Registration for Inspire 2024 is now open!

Register now

Upskilling is crucial for business survival: can you afford to cut your L&D budget?

• 4 min read

The pressure is on for businesses of all sizes. As the UK navigates the post-pandemic economy with rising inflation and prepares to endure a macro-economic downturn, many organisations are going into survival mode, highlights Mike Byrne, Vice President of Sales EMEA at Docebo.

Historically, during periods of economic uncertainty, L&D projects were once considered non-essential. But, as many businesses cut budgets and longer-term planning is shelved in favour of business-critical operations and short-term priorities, retaining existing employees has never been more crucial.

Upskilling, far from simply being a tick box exercise or something only to invest in when times are good, could hold the key to your businesses’ ability to weather the upcoming storm.

The great re-prioritisation

Every business leader knows an organisation is only as good as its people. Therefore, attracting and retaining the best talent possible is one of the most important aspects of running any business.

Yet as the cost of living rises, many employees are not only seeking pay raises to reflect the pressures they are facing, but many are continuing to reassess their priorities following the boom in hybrid working that the pandemic brought about. What was once deemed ‘the great resignation’ could be closer to a great re-prioritisation, as employees look for greater flexibility in their working lives and opportunities to grow both personally and professionally.

Indeed, a recent study found that 83 percent of employees report that upskilling is one of their top priorities at work, as many look at developing their skills as a way to advance in their careers and achieve a better work-life balance.

When employees do not feel valued, they vote with their feet and find an employer willing to invest in them. This is exacerbating the existing talent shortages in many sectors and industries and leading to a perfect storm whereby businesses lose valuable employees during a time when they can least afford to replace them, let alone make additional hires.

The true cost of hiring vs upskilling

Retention and reducing employee churn rates is the number one way businesses can manage the pressures of a downturn. When employees are under added pressure to perform well, investing in a people-first approach always makes good business sense. Therefore, resisting the urge to cut training budgets is key to protecting your existing staffing levels.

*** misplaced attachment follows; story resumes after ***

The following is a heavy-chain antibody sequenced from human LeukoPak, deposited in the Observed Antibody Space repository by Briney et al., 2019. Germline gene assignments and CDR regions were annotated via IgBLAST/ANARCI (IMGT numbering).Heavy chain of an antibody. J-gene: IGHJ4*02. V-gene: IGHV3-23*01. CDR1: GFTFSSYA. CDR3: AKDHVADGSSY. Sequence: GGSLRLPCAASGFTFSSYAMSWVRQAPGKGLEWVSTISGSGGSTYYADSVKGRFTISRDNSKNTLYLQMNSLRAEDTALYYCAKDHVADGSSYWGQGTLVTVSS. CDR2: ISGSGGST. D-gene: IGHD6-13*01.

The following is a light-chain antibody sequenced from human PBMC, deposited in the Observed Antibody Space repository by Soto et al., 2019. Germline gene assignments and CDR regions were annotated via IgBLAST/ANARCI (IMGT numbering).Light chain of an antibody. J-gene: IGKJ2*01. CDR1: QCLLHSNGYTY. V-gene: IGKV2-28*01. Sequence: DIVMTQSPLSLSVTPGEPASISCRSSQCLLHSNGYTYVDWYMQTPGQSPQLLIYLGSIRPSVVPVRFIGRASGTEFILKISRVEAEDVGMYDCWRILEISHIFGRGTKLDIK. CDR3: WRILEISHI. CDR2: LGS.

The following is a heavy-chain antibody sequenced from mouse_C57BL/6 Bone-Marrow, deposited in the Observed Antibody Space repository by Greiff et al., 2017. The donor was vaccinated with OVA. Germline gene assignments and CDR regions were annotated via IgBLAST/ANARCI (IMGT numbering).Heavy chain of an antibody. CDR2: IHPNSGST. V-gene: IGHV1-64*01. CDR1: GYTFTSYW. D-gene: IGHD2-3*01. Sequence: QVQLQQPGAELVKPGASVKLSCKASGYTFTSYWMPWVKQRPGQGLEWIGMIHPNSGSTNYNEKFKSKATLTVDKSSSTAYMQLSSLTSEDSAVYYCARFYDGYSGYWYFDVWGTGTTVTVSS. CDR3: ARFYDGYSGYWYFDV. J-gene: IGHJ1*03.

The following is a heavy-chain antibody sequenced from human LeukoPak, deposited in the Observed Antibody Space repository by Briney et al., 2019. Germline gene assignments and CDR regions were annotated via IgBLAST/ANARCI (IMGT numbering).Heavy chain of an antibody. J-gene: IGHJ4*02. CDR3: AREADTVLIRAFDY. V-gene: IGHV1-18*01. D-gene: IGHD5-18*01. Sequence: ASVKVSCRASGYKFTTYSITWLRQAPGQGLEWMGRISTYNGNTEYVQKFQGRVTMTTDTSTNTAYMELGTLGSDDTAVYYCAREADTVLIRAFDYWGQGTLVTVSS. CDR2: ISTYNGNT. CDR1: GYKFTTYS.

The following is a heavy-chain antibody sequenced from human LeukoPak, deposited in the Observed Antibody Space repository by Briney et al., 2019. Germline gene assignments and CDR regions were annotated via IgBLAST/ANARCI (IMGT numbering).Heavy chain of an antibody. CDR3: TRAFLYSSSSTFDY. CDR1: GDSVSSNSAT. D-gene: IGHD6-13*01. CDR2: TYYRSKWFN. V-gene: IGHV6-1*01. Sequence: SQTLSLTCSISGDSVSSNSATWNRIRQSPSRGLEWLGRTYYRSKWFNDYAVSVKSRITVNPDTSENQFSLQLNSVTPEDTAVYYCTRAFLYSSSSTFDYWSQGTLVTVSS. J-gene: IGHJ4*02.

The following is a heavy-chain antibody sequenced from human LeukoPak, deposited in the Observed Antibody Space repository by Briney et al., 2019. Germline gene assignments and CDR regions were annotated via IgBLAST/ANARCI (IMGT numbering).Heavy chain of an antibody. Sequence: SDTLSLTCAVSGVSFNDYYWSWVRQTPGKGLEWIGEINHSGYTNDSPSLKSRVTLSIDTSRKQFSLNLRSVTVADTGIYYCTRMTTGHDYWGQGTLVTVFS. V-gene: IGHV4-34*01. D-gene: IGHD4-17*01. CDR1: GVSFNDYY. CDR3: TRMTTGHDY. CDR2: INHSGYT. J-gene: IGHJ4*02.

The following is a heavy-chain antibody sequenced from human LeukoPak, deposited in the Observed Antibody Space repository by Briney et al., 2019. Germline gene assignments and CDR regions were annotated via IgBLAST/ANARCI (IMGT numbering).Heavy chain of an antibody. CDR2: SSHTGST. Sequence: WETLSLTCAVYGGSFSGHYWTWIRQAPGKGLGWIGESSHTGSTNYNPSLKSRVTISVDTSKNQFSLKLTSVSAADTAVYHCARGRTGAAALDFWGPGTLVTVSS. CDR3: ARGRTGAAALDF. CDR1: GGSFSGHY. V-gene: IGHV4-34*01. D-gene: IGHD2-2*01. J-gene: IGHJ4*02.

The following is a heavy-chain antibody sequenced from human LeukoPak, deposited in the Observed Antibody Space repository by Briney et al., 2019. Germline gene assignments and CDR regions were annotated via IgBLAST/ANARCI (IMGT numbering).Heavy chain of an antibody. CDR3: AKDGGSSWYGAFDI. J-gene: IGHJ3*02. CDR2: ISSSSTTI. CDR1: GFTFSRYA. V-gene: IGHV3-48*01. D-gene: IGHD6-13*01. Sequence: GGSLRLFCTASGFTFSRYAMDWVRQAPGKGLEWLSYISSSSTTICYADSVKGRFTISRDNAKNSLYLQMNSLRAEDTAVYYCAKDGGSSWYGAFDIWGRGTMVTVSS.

Finding and hiring new talent is expensive. A recent report from the Financial Services Skills Commission (FSSC) found that upskilling existing employees is far more cost-effective than hiring talent from outside an organisation. The report shows savings of nearly £50,000 per employee in the financial services sector alone.

During stressful periods when it’s a case of “all hands on deck,” the skills gap has an even more significant impact. Investing in upskilling ensures that employees feel valued and fully equipped to work productively, contributing to the organisation’s ongoing growth. This, in turn, ensures they are equipped to spot new trends, opportunities and adapt to new workplace pressures. This is particularly important as teams look for ways to be more efficient and do more with less, as business finances compete against rising inflation.

Upskilling promotes a strong culture

Implementing effective upskilling and reskilling programmes can aid internal mobility by promoting lateral and upward career opportunities, which can have a positive knock-on effect on company culture and is proven to vastly improve staff retention.

It is also important to note that the best upskilling programmes do not only concern technical skills but consider employees’ contributions from a holistic perspective. The most successful businesses recognise the value of a workforce with a broad range of skills, including interpersonal skills, that become the backbone of a strong management structure.

A positive culture can be created when resilience, curiosity, empathy, and communication skills work in tandem with the technical fields. The group dynamic is favourable, complex problems can be solved and productivity is high, but no team is overburdened. Large teams are managed strategically and employee retention improves because teams feel empowered and engaged.

Can you really afford to cut L&D?

Of course, investing in upskilling or reskilling your employees is always going to be a difficult sell when budgets are decreasing and programmes are being cut, but during times like these, developing employees from within can have a long-lasting impact on reducing employee churn rates, which can be one of the most significant expenses that businesses face.

With the cost and difficulty of hiring and onboarding new talent ever-increasing compared to developing talent from within, upskilling should be considered a necessary investment to ensure both the short and long-term health of your business.

Simply put, upskilling is now a business imperative, with many leadership teams listening to their staff and poised to assign it the importance it deserves in the broader business strategy. Tackling skills from within now will ensure your bottom line does not suffer from unexpected hiring costs, your culture is strong, and your teams can continue to use those development opportunities to flourish once economic pressures subside.

This article originally appeared in HRReview.